The Project Management Institute's Missing Opportunities?
As noted earlier, the Project Management Institute has published a Project
Management Body of Knowledge Guide that provides the basis for its professionalism
programs (Duncan 1996). This guide provides a framework and covers eleven 'knowledge
areas', twelve if you include the introductory chapter. Each knowledge area
is presented as a process, the descriptions of which cover a number of topics.
The content is limited to knowledge and practice that is generally accepted
and unique or nearly unique to the field of project management. By design it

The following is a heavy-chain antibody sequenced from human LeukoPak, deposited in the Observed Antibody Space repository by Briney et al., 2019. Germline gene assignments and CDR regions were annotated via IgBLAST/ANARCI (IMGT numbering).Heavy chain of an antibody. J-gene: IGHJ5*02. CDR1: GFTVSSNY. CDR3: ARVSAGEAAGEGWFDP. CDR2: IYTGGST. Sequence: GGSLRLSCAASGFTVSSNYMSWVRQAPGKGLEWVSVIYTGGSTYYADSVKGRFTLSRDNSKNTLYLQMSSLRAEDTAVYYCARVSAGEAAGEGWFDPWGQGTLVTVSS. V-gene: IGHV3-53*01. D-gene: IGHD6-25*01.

is targeted at the management of a single project (Duncan 1998). These knowledge
areas are depicted as shown in Exhibit 3.
Exhibit 3. The 1996 Project Management Institute Body of
Notice the all-on-one-level relationship of these knowledge areas. This arrangement
gives little opportunity for the student of project management to digest and
understand the relationships between these various areas, although process diagrams
are provided in the body of the text, some of which are conceptually flawed.
However, the considerations and concepts discussed in this paper can be simplified
into the more familiar 'tree' structure shown in Exhibit
4. A comparison of Exhibits 3 and 4 shows how the discussion of project
management knowledge can be both simplified and expanded in its coverage.
Exhibit 4. Programs and Projects in the Real World